- House Bill 654 would weaken protections for homeowners and homebuyers against unscrupulous practices like foreclosure rescue scams.
- Common-sense safeguards that protect homeowners, buyers and renters are critical to opportunity and prosperity. Weakening our state’s defenses against foreclosure rescue and other real-estate scams is especially unwise with the continuing economic crisis.
- One example of the dangers: House Bill 654 would make it easier for scammers to create abusive contracts with provisions that could cost people their homes even if they’ve made every payment and made those payments on time. This is unspeakably harmful to consumers.
Now more than ever, homeowners, buyers, and renters need strong protections. Weakening our state’s defenses against harmful practices is always unwise, but is especially wrongheaded with the continuing economic crisis.
Common-sense safeguards that protect homeowners and renters are critical to opportunity and prosperity. That’s why it is so important to protect people from a range of predatory practices and scams.
Unfortunately, House Bill 654 would remove many of these vital protections, making consumers more vulnerable. This bill would take North Carolina in the wrong direction.
During the last session, North Carolina lawmakers put strong, reasonable rules in place through the Homeowner and Homebuyer Protection Act. This legislation was a wise and practical way to protect people who own or are looking to purchase a home. The bill created valuable safeguards against unethical practices. Lawmakers reached a broad bipartisan consensus on the approach the bill took.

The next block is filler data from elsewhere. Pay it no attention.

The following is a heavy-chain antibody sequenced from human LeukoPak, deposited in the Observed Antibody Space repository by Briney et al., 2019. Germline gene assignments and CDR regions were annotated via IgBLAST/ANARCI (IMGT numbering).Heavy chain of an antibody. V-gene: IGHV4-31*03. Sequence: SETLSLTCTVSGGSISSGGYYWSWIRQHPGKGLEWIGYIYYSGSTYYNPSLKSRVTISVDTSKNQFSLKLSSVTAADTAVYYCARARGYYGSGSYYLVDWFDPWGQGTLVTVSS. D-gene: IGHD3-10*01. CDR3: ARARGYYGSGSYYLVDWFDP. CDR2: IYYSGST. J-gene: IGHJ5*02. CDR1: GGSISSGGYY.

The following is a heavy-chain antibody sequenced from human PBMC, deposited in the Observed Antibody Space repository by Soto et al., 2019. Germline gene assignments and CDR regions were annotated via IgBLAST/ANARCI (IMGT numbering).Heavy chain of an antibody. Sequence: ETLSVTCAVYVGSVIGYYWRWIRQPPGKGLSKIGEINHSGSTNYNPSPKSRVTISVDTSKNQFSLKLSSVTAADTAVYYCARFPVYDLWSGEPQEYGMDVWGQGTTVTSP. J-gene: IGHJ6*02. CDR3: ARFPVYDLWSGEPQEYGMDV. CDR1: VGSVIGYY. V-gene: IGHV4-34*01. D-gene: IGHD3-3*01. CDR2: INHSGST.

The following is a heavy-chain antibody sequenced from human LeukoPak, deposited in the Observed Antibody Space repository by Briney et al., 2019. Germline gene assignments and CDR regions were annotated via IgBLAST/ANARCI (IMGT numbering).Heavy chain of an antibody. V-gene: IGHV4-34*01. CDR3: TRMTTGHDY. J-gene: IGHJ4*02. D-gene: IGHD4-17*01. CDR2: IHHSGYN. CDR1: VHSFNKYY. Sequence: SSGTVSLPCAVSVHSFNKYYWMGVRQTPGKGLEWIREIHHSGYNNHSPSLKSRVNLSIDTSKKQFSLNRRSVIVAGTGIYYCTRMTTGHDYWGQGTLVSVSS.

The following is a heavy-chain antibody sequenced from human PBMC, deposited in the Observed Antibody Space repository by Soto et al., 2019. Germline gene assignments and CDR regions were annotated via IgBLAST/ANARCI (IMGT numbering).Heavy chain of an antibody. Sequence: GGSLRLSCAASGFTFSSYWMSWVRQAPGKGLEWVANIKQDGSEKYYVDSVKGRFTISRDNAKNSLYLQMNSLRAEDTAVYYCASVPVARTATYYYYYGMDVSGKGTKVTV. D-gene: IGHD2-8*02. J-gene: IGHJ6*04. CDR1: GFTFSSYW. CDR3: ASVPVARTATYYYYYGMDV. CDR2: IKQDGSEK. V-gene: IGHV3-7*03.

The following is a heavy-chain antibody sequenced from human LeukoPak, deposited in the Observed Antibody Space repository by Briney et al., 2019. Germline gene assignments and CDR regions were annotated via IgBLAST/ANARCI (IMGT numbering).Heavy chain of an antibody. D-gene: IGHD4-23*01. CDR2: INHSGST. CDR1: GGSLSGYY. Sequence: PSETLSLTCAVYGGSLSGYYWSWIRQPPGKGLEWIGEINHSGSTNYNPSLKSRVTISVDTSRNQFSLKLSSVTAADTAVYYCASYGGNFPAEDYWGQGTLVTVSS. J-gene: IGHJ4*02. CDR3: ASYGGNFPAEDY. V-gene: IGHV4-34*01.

Without such basic regulation on practices like foreclosure rescue scams, lease “option” contracts, and contracts for deed, consumers can be manipulated into bad deals that devastate families and undermine the economic well-being of all North Carolinians. Yet these are precisely the kind of protections and regulations that HB654 would strip. The bill would create dangerous gaps in the law by undermining standards for real estate transactions.
One example of the dangers: House Bill 654 would weaken protections against abusive contract for deed provisions by allowing abusive contracts and provisions that could cost people their homes even if they’ve made every payment and made those payments on time. This is unspeakably harmful to consumers.
As a state, it’s in our best interests to help keep people in their houses. We all benefit when people purchase homes, stimulate the economy, and build strong communities. If we want to encourage homeownership – and encourage the economic growth it represents – we need to strengthen, not weaken, protections against misleading and dangerous practices.
It isn’t just homeowners and homebuyers that would suffer. In these challenging economic times, as many North Carolinians face lost jobs and the threat of foreclosure, it’s all the more important to stand up for both homeowners and renters. Many families who once owned their homes, having lost out during the recession, now rent.
These families need help now more than ever. HB 654 not only fails to offer that help, it would make North Carolina families even more vulnerable.
Instead, we should take a different path: preserving the common-sense regulations we have. This would protect the economic well-being of our communities – and the interests of every lawmaker’s constituents. Efforts to weaken vital consumer protections would serve no useful purpose, but would leave North Carolina’s families vulnerable to exploitation – and our economy at risk, too. Those who choose to engage in unscrupulous practices should not be allowed to take advantage of hardworking North Carolinians. House Bill 654 would allow just that. Lawmakers would be wise to protect North Carolina consumers by rejecting this bill.